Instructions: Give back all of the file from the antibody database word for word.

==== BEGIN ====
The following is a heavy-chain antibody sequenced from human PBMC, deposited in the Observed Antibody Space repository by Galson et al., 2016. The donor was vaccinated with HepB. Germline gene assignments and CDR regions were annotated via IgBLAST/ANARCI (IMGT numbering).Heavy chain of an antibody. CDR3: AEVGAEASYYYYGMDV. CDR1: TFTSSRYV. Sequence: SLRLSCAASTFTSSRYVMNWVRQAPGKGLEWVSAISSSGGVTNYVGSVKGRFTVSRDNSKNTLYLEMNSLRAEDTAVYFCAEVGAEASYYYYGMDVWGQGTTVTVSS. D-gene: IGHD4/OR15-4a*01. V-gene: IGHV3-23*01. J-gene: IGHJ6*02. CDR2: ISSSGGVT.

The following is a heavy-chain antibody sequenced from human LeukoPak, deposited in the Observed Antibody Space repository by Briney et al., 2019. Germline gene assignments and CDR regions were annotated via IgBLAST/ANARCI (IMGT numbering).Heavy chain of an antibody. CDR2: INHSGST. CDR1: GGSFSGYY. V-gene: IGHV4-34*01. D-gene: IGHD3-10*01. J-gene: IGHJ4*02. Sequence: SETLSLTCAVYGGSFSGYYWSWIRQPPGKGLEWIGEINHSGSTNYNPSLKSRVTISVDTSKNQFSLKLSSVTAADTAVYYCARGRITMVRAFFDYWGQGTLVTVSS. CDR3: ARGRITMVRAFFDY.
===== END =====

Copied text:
The following is a heavy-chain antibody sequenced from human PBMC, deposited in the Observed Antibody Space repository by Galson et al., 2016. The donor was vaccinated with HepB. Germline gene assignments and CDR regions were annotated via IgBLAST/ANARCI (IMGT numbering).Heavy chain of an antibody. CDR3: AEVGAEASYYYYGMDV. CDR1: TFTSSRYV. Sequence: SLRLSCAASTFTSSRYVMNWVRQAPGKGLEWVSAISSSGGVTNYVGSVKGRFTVSRDNSKNTLYLEMNSLRAEDTAVYFCAEVGAEASYYYYGMDVWGQGTTVTVSS. D-gene: IGHD4/OR15-4a*01. V-gene: IGHV3-23*01. J-gene: IGHJ6*02. CDR2: ISSSGGVT.

The following is a heavy-chain antibody sequenced from human LeukoPak, deposited in the Observed Antibody Space repository by Briney et al., 2019. Germline gene assignments and CDR regions were annotated via IgBLAST/ANARCI (IMGT numbering).Heavy chain of an antibody. CDR2: INHSGST. CDR1: GGSFSGYY. V-gene: IGHV4-34*01. D-gene: IGHD3-10*01. J-gene: IGHJ4*02. Sequence: SETLSLTCAVYGGSFSGYYWSWIRQPPGKGLEWIGEINHSGSTNYNPSLKSRVTISVDTSKNQFSLKLSSVTAADTAVYYCARGRITMVRAFFDYWGQGTLVTVSS. CDR3: ARGRITMVRAFFDY.